Title

Development And Testing Of A Modified Version Of The Brief Pain Inventory For Use In Residential Aged Care Facilities

Document Type

Journal Article

Publisher

Wiley

Faculty

Faculty of Computing, Health and Science

School

School of Nursing, Midwifery and Postgraduate Medicine

Comments

This article was originally published as : Auret, K. A., Toye, C., Goucke, R., Kristjanson, L. J., Bruce, D., & Schug, S. (2008). Development and testing of a modified version of the Brief Pain Inventory for use in residential aged care facilities. Journal of the American Geriatrics Society, 56(2), 301-306. Original article available here

Abstract

OBJECTIVES: A two-phase study was conducted to refine a version of Cleeland's Brief Pain Inventory (BPI, Short Form) for use in residential aged care facilities (RACFs). DESIGN: The Australian Pain Society modified Cleeland's BPI by changing numerical response options to word descriptors. In Phase I, this version was tested in RACFs to determine the feasibility of its use, its stability over time, and its internal consistency reliability. Minor modifications resulted. In Phase II, the refined version was abbreviated, and the internal consistency reliability of this Modified Residents' Verbal BPI was examined. SETTING: RACFs. PARTICIPANTS: Thirty-three residents of RACFs in Phase I, 149 in Phase II. INTERVENTION: The study revised and abbreviated the BPI to better fit it for use in RACFs, examining the reliability of the tool. MEASUREMENTS: Mini-Mental State Examination, Global Deterioration Scale, modified BPI. RESULTS: The abbreviated tool comprises three items assessing pain intensity and three assessing pain interference. It also includes an item to specify pain location and a movement protocol. Cronbach alpha coefficient for six intensity and interference items was 0.72 (N=106). CONCLUSION: This abbreviated tool requires further testing but has demonstrated adequate internal consistency reliability and is a brief, multidimensional tool that appears feasible for assessing pain in RACFs, including use with residents who have some cognitive impairment. It shows promise as a screening tool and may be useful to assess the effectiveness of pain relief interventions and to measure pain prevalence.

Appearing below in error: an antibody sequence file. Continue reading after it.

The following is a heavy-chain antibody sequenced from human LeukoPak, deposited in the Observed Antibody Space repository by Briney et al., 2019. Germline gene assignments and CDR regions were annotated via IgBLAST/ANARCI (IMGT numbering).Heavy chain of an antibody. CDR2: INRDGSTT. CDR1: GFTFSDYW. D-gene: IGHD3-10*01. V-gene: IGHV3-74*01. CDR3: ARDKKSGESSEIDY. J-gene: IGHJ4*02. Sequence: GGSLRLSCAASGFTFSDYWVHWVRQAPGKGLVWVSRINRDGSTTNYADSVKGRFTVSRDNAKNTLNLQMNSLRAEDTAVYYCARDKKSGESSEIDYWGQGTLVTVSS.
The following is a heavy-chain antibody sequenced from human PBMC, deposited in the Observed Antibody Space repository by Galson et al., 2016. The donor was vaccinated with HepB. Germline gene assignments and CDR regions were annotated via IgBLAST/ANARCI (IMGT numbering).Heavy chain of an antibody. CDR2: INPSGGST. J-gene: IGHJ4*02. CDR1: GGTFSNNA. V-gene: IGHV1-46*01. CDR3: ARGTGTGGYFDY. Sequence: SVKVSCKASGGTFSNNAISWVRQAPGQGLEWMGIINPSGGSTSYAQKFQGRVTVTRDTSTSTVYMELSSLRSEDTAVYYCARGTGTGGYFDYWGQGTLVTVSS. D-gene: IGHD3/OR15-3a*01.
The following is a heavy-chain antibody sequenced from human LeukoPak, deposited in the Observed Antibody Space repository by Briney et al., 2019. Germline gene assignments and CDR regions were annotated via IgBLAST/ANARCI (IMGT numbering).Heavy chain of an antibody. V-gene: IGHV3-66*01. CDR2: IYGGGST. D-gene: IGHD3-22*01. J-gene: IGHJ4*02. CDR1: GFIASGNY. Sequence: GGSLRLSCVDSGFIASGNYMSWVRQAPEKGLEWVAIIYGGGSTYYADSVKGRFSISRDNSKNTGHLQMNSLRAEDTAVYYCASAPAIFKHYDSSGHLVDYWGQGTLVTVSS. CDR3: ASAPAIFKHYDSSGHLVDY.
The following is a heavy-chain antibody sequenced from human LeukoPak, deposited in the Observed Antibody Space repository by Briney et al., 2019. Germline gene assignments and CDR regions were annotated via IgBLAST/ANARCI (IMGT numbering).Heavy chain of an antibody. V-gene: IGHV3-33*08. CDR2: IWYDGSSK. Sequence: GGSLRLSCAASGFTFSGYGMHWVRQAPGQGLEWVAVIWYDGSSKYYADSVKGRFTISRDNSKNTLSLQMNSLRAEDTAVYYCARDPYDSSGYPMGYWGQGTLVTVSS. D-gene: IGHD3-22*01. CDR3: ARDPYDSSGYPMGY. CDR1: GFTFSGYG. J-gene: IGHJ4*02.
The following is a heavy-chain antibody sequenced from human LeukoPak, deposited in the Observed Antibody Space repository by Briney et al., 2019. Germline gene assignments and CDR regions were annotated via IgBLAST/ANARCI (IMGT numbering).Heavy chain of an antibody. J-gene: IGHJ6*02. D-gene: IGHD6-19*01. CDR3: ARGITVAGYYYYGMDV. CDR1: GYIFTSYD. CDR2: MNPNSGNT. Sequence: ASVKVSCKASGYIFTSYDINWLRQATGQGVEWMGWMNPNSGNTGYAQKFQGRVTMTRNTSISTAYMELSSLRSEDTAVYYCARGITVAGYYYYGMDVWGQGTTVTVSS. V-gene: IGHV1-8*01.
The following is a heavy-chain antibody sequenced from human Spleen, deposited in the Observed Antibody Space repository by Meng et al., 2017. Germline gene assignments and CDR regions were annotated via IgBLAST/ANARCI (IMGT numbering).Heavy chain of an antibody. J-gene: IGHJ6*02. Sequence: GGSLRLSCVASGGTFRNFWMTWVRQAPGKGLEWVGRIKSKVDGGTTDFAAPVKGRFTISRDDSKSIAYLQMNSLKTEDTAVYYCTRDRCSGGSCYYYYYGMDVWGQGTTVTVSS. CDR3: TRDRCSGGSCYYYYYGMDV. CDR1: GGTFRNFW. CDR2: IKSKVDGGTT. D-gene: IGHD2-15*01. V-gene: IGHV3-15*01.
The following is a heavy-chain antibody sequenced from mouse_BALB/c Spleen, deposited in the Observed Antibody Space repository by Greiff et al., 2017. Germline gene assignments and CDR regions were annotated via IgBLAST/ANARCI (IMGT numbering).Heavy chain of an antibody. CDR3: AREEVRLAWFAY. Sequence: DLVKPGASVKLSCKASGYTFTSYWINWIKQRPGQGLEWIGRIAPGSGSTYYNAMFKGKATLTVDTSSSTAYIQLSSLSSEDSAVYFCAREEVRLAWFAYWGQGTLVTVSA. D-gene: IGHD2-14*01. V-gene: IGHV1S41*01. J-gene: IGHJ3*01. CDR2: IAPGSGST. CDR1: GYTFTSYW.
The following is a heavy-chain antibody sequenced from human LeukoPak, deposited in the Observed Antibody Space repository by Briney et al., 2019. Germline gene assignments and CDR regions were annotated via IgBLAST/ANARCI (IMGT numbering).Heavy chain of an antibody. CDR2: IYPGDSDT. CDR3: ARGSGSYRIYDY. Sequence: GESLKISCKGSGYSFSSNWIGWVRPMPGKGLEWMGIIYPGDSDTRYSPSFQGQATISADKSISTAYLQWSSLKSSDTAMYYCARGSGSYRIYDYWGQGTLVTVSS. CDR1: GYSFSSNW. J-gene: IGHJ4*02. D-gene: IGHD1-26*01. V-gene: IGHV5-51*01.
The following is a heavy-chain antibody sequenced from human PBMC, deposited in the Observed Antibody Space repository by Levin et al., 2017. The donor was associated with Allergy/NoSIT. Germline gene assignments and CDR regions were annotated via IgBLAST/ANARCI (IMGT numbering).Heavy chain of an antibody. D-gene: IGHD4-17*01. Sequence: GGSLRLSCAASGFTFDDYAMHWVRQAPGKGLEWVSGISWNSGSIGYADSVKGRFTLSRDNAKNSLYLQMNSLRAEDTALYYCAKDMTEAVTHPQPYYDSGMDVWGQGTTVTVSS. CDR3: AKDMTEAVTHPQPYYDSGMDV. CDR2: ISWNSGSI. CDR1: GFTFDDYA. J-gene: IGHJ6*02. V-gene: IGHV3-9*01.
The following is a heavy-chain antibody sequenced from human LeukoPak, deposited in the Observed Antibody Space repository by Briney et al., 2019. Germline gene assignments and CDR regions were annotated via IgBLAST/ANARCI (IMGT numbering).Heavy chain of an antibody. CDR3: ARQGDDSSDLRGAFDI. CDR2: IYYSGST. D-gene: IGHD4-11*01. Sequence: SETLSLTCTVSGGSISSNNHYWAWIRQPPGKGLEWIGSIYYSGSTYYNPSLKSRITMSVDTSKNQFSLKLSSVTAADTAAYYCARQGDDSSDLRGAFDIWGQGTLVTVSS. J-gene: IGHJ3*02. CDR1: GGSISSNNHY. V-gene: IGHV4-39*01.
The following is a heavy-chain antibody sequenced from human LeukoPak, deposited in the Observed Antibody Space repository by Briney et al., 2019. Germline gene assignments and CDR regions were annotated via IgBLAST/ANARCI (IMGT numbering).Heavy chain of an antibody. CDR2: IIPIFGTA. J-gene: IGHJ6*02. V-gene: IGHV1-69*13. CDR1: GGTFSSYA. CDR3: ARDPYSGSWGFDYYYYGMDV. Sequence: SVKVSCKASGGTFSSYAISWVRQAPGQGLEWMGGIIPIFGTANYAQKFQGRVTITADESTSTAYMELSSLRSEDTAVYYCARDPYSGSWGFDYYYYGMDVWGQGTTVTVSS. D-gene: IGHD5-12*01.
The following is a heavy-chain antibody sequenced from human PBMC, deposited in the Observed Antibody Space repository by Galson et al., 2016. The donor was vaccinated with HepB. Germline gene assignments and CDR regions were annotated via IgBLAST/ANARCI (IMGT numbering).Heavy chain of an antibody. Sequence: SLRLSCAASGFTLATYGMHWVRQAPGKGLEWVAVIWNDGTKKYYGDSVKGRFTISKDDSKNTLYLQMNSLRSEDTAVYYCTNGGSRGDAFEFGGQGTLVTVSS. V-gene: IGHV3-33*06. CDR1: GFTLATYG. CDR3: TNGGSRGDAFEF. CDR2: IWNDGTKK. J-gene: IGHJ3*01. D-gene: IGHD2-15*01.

DOI

10.1111/j.1532-5415.2007.01546.x

 

Link to publisher version (DOI)

10.1111/j.1532-5415.2007.01546.x